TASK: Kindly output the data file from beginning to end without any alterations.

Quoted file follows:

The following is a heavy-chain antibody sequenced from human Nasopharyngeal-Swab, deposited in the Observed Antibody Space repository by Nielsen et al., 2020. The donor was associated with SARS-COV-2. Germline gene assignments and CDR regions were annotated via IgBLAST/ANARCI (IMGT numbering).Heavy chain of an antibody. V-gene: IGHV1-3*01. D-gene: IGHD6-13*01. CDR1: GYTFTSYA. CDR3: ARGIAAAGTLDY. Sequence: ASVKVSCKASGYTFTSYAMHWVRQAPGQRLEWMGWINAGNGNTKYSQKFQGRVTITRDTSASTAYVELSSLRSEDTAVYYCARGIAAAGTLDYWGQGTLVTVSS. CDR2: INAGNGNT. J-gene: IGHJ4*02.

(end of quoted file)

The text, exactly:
The following is a heavy-chain antibody sequenced from human Nasopharyngeal-Swab, deposited in the Observed Antibody Space repository by Nielsen et al., 2020. The donor was associated with SARS-COV-2. Germline gene assignments and CDR regions were annotated via IgBLAST/ANARCI (IMGT numbering).Heavy chain of an antibody. V-gene: IGHV1-3*01. D-gene: IGHD6-13*01. CDR1: GYTFTSYA. CDR3: ARGIAAAGTLDY. Sequence: ASVKVSCKASGYTFTSYAMHWVRQAPGQRLEWMGWINAGNGNTKYSQKFQGRVTITRDTSASTAYVELSSLRSEDTAVYYCARGIAAAGTLDYWGQGTLVTVSS. CDR2: INAGNGNT. J-gene: IGHJ4*02.